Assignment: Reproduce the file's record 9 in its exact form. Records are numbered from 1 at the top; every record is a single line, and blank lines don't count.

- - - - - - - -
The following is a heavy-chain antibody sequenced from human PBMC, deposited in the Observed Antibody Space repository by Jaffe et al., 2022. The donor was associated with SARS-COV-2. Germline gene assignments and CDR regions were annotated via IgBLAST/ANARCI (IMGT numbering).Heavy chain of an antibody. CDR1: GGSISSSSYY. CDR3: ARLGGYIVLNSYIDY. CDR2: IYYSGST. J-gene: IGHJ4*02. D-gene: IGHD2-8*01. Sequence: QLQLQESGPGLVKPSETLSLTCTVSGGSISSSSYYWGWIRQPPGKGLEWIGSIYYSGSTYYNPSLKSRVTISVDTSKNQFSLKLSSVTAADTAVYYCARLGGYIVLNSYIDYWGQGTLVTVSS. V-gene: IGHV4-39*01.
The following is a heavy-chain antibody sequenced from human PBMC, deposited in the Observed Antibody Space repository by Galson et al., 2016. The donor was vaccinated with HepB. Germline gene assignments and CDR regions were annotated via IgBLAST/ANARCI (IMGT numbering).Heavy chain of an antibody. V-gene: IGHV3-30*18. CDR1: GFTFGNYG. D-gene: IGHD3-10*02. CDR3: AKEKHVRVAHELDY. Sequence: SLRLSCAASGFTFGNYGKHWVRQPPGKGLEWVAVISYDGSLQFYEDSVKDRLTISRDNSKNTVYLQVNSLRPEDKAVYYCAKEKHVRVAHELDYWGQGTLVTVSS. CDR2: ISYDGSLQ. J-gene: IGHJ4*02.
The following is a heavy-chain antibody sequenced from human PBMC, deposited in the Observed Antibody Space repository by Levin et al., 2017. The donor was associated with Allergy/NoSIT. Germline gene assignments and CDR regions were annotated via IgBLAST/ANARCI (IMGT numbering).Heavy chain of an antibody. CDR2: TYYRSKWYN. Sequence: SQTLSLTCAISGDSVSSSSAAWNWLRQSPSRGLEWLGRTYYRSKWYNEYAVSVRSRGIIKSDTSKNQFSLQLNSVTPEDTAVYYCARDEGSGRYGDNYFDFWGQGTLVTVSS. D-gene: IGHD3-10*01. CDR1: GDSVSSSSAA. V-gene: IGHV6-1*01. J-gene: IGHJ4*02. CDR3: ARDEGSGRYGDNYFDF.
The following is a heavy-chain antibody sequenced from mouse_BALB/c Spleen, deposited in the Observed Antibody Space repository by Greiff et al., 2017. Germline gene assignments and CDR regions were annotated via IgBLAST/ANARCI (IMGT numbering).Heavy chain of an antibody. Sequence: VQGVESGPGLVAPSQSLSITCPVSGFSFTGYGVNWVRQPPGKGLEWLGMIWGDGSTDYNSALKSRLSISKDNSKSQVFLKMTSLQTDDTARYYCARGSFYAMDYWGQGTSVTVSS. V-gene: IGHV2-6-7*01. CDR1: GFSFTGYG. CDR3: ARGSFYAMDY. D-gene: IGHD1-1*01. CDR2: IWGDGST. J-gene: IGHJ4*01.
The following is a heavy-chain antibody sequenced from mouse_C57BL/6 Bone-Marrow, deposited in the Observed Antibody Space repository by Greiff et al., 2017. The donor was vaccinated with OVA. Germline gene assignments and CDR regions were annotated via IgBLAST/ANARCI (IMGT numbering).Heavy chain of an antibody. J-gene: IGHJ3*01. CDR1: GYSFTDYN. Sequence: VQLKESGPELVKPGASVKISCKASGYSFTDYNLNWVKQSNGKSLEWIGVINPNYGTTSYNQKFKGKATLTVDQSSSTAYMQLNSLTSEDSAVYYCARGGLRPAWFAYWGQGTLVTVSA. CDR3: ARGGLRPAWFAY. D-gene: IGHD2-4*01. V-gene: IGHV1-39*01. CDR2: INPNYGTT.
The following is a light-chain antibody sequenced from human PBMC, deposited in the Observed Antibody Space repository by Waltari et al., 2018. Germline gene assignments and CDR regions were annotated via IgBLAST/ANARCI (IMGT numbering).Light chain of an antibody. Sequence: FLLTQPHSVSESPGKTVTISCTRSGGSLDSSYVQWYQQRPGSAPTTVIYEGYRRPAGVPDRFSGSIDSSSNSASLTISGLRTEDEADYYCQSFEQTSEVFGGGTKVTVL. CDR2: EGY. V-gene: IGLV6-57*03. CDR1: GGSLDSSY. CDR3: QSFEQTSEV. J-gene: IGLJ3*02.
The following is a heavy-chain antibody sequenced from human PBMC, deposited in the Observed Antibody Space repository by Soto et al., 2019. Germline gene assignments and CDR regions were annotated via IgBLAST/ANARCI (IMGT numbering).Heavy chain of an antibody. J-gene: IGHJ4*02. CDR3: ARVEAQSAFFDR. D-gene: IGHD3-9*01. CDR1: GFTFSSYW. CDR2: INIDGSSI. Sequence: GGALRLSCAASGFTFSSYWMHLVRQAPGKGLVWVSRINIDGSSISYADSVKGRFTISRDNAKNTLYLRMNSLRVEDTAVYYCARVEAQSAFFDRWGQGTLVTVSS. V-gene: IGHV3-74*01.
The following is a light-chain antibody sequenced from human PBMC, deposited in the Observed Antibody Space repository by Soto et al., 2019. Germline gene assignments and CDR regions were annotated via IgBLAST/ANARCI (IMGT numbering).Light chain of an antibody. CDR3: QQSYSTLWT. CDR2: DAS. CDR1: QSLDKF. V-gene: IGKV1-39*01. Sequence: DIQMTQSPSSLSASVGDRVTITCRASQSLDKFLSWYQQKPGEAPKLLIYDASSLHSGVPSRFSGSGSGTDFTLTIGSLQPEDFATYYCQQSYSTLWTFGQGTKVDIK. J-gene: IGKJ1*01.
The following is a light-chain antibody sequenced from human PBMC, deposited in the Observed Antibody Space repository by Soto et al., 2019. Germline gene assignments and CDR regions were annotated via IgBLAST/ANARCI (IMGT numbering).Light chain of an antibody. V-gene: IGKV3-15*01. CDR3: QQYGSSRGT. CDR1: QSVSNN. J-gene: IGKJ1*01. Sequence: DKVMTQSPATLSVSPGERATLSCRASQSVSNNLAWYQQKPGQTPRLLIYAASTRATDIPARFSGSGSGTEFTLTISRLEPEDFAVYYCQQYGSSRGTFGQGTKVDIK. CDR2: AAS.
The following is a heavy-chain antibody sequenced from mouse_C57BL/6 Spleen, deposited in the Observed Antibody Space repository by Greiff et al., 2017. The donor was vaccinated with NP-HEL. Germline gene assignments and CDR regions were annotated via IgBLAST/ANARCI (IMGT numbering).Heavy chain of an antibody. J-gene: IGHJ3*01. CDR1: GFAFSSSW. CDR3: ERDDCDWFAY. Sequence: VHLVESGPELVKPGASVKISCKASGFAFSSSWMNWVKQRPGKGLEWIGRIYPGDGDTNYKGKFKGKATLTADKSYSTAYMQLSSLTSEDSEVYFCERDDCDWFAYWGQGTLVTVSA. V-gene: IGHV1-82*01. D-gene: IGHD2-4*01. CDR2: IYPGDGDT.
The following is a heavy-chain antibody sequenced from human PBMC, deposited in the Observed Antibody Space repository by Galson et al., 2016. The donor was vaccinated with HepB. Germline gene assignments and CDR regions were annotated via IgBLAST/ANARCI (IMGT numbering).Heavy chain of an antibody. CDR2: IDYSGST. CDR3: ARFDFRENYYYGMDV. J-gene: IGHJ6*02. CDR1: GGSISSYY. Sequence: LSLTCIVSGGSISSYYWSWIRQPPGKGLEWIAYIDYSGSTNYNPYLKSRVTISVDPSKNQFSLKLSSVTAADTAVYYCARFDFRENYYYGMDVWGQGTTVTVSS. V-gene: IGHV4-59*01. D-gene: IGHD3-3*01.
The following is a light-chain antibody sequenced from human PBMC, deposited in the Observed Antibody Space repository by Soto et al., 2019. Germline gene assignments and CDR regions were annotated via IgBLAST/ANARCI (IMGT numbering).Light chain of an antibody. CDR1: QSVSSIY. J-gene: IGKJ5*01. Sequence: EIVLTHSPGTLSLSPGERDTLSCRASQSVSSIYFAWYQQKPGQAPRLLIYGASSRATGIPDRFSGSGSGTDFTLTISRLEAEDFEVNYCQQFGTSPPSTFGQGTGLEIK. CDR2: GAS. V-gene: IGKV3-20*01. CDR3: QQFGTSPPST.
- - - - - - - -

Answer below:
The following is a light-chain antibody sequenced from human PBMC, deposited in the Observed Antibody Space repository by Soto et al., 2019. Germline gene assignments and CDR regions were annotated via IgBLAST/ANARCI (IMGT numbering).Light chain of an antibody. V-gene: IGKV3-15*01. CDR3: QQYGSSRGT. CDR1: QSVSNN. J-gene: IGKJ1*01. Sequence: DKVMTQSPATLSVSPGERATLSCRASQSVSNNLAWYQQKPGQTPRLLIYAASTRATDIPARFSGSGSGTEFTLTISRLEPEDFAVYYCQQYGSSRGTFGQGTKVDIK. CDR2: AAS.